Dumbbells vs. Kettlebells for Strength Training

A kettlebell swing.

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Dumbbells have long been a fixture in gyms thanks to their wide variety of uses. The kettlebell—an iron-cast piece of equipment that looks like a ball with a handle—dates back hundreds of years. Whether dumbbells or kettlebells are better for strength training is a tricky question. While proponents of each have strong opinions about this, the truth is that it really comes down to personal preference.

You certainly don't have to choose between the two. In fact, they can be used as complementary tools, rather than competitive ones, to help you reach your strength-training goals.

  • Readily available

  • Best for basic movements

  • Provide more stability

  • Easier for beginners

  • Good for bilateral training

  • Easy to hold

  • Inexpensive

  • Great way to add variety to workouts

  • Best for complex movements

  • Challenge the center of gravity

  • Add cardio to resistance training

  • Improve functional fitness

  • Increase grip strength

Advantages of Dumbbells

Dumbbells are easily found in nearly every gym, and there are hundreds of exercises that you can do with them. It's also easier to increase weight in smaller increments with dumbbells, as kettlebells of varying weights may not be as available. Other pros of dumbbells to consider:

  • Dumbbells are much easier for beginners. Since the exercises that involve them are more static, there's less risk of injury for those without much experience. They are a great way for beginners to learn the basics of strength training and see improved physical performance.
  • Dumbbells are great for bilateral training—working both sides of the body at the same time, such as in bicep curls or lateral raises.
  • Dumbbells are easy to hold. Gripping kettlebells can be a little more challenging for things other than swinging exercises.
  • Dumbbells are cheaper to purchase than kettlebells.

Advantages of Kettlebells

The ability to swing kettlebells provides training for muscle groups across planes other than vertical (sagittal) and horizontal (transverse). Kettlebells are popular in CrossFit but have become more and more common in other workouts as well. Among their other benefits:

  • Kettlebells provide a better cardio workout because of the extra movement involved in the standard exercises.
  • The swinging action of kettlebells creates a fluid movement, which may be easier on the body. Bonus: A kettlebell swing can activate the entire posterior chain of muscles in a way that dumbbells can't. A 2016 study even found that kettlebell training is effective in lower back pain treatment.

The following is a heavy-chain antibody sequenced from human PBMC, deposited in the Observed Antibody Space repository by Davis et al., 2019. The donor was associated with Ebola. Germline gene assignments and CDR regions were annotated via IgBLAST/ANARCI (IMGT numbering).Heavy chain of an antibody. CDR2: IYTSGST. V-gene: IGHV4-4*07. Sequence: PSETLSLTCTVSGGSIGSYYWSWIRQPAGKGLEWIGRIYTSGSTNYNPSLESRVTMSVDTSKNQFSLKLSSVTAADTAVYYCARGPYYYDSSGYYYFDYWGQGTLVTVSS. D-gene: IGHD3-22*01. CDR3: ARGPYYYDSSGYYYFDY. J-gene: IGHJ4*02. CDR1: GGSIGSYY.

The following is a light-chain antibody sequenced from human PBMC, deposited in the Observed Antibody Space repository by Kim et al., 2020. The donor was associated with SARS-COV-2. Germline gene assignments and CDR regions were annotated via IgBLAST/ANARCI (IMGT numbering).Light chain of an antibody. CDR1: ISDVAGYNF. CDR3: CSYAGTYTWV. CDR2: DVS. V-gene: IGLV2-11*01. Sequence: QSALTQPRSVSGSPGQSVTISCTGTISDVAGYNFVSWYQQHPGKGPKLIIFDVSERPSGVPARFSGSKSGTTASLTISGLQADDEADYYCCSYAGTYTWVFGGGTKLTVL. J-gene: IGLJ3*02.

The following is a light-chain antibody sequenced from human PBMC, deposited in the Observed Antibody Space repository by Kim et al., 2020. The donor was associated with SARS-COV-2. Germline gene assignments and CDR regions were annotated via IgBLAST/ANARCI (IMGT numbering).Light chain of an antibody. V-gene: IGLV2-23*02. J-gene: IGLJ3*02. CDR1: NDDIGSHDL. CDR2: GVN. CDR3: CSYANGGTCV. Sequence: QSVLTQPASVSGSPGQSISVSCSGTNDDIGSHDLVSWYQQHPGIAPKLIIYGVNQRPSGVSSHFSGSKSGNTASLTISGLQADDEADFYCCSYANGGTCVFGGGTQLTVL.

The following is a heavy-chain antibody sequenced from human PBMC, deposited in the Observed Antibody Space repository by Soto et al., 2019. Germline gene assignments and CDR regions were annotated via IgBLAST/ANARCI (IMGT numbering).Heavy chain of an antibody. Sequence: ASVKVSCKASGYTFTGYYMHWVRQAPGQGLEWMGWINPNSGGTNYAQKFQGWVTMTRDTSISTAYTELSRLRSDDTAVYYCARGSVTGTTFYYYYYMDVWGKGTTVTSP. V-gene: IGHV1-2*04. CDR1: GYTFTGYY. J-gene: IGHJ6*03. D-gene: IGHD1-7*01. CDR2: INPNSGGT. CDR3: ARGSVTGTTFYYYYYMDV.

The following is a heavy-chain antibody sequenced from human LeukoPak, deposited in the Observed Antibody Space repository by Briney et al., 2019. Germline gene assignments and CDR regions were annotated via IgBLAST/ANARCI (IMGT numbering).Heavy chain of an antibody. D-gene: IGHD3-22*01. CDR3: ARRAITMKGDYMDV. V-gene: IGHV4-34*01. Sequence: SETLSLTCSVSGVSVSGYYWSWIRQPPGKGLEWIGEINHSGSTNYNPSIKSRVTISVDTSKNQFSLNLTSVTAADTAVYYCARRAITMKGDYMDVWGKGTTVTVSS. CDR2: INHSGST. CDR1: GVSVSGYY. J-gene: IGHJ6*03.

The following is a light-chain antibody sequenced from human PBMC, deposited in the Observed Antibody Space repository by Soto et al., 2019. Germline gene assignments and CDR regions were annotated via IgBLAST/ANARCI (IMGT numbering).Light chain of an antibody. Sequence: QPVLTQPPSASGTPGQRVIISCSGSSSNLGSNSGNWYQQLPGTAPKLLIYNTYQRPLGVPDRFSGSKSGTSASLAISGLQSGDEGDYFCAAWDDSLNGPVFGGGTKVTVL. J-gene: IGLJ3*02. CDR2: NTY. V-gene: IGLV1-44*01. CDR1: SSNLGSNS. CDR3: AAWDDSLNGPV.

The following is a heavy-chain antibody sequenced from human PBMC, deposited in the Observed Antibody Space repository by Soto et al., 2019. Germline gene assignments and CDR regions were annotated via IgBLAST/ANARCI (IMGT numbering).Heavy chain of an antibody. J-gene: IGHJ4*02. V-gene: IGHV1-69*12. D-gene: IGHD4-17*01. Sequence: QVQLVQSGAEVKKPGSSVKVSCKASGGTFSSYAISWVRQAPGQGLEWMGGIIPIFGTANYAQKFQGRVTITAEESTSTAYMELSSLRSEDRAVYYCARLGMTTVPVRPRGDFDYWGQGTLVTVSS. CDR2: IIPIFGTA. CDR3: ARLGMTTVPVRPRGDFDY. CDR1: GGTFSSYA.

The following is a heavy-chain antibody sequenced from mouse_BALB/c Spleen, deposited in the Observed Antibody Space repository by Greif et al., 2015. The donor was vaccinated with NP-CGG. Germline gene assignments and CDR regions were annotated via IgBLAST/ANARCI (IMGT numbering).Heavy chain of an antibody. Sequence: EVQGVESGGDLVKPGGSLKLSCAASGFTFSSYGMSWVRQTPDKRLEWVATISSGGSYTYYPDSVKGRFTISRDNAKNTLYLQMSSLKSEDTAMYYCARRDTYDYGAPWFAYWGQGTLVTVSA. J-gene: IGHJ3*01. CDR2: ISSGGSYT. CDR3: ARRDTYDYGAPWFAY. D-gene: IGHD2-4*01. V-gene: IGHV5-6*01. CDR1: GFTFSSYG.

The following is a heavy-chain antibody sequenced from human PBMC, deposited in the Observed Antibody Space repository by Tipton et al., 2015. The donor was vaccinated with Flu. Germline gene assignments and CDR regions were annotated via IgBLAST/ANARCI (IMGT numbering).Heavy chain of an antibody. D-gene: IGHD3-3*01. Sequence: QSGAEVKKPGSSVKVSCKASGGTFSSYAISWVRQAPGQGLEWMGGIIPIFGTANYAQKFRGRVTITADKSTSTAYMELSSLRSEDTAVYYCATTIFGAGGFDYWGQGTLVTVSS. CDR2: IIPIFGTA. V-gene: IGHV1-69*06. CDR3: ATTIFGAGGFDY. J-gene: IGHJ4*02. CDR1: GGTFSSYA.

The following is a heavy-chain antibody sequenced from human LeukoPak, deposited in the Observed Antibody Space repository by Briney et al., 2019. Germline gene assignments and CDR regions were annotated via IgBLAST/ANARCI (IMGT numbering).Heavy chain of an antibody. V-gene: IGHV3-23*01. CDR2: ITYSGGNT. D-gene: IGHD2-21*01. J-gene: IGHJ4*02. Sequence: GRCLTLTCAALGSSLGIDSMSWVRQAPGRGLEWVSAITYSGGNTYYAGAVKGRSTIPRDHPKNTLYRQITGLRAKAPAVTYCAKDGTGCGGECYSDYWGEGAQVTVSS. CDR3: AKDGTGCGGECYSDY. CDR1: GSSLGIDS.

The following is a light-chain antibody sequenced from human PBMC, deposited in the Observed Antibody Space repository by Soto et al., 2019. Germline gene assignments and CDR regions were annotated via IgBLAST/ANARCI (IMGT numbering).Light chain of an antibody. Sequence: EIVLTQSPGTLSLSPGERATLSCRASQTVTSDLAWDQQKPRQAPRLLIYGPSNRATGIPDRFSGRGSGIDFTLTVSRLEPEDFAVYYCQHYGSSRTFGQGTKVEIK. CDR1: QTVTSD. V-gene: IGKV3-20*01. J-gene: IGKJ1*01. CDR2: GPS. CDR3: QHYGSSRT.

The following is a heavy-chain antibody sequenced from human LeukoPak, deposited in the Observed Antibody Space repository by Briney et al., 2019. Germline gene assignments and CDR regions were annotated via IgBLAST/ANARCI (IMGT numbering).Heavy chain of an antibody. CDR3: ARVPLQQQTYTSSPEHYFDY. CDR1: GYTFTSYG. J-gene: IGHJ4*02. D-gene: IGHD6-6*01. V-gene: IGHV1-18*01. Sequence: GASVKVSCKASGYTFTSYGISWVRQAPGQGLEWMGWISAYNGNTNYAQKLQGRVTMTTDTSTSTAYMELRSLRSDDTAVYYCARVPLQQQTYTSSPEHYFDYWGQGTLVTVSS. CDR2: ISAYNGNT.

• Kettlebells improve functional strength, which is typically defined as strength that is applicable in everyday life situations (like carrying heavy grocery bags). Functional strength is developed by an appropriated all-round training program, which may include kettlebells, dumbbells, barbells, cables, and other forms of training.
  • Kettlebells increase grip strength because of their thick handles. Improved grip strength can help with exercises like pull-ups.

Including kettlebells in your training for variety can be beneficial, but they are not superior to dumbbells or any other weight training equipment when included as part of a wide-ranging fitness program.

A Word From Verywell

There are pros and cons to any exercise. When crafting your strength routine, choose exercises and equipment that are convenient, safe for you, and that will best help you reach your goals. Learning more about the basics of weight training can help you find your path to a stronger you.

2 Sources
Verywell Fit uses only high-quality sources, including peer-reviewed studies, to support the facts within our articles. Read our editorial process to learn more about how we fact-check and keep our content accurate, reliable, and trustworthy.
  1. Westcott WL. Resistance training is medicine: effects of strength training on health. Curr Sports Med Rep. 2012;11(4):209-16. doi:10.1249/jsr.0b013e31825dabb8

  2. Edinborough L, Fisher JP, Steele J. A comparison of the effect of kettlebell swings and isolated lumbar extension training on acute torque production of the lumbar extensorsJ Strength Cond Res. 2016;30(5):1189-1195. doi:10.1519/jsc.0000000000001215

By Paul Rogers
Paul Rogers is a personal trainer with experience in a wide range of sports, including track, triathlon, marathon, hockey, tennis, and baseball.